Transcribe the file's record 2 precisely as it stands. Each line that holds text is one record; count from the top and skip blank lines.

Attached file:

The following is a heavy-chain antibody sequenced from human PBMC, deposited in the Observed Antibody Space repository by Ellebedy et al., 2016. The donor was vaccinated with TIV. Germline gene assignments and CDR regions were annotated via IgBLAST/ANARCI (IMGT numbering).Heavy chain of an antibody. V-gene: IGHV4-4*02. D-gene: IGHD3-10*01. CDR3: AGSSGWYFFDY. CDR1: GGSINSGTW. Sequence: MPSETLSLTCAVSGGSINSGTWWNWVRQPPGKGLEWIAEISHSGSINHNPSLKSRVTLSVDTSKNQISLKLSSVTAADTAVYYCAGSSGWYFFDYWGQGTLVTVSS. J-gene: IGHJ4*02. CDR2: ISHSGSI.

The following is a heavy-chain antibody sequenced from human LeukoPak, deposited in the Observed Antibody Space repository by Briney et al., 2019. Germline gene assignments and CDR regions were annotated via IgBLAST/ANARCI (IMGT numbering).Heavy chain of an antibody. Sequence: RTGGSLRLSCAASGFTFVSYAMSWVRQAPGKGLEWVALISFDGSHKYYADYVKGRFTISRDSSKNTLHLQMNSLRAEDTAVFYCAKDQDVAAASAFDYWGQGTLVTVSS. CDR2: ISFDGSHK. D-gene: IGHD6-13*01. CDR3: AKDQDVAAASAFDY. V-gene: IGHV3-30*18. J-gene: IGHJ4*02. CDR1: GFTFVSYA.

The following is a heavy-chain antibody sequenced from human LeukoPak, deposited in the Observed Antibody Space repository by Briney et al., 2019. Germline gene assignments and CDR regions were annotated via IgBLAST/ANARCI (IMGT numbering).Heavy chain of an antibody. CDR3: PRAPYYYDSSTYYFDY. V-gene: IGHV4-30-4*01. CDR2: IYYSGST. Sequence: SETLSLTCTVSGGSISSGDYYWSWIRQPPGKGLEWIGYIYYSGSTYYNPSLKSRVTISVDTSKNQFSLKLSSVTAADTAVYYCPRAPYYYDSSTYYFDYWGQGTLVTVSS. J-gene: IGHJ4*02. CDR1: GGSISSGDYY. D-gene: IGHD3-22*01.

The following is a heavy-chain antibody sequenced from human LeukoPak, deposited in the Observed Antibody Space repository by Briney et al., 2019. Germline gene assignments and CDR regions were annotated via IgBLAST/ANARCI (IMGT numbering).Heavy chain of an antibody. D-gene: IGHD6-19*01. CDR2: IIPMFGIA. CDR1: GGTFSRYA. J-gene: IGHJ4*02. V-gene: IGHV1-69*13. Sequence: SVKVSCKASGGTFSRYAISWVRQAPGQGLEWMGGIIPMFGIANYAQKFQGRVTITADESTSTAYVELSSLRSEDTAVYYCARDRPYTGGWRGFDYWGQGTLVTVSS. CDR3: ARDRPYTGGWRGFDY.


The following is a heavy-chain antibody sequenced from human LeukoPak, deposited in the Observed Antibody Space repository by Briney et al., 2019. Germline gene assignments and CDR regions were annotated via IgBLAST/ANARCI (IMGT numbering).Heavy chain of an antibody. Sequence: RTGGSLRLSCAASGFTFVSYAMSWVRQAPGKGLEWVALISFDGSHKYYADYVKGRFTISRDSSKNTLHLQMNSLRAEDTAVFYCAKDQDVAAASAFDYWGQGTLVTVSS. CDR2: ISFDGSHK. D-gene: IGHD6-13*01. CDR3: AKDQDVAAASAFDY. V-gene: IGHV3-30*18. J-gene: IGHJ4*02. CDR1: GFTFVSYA.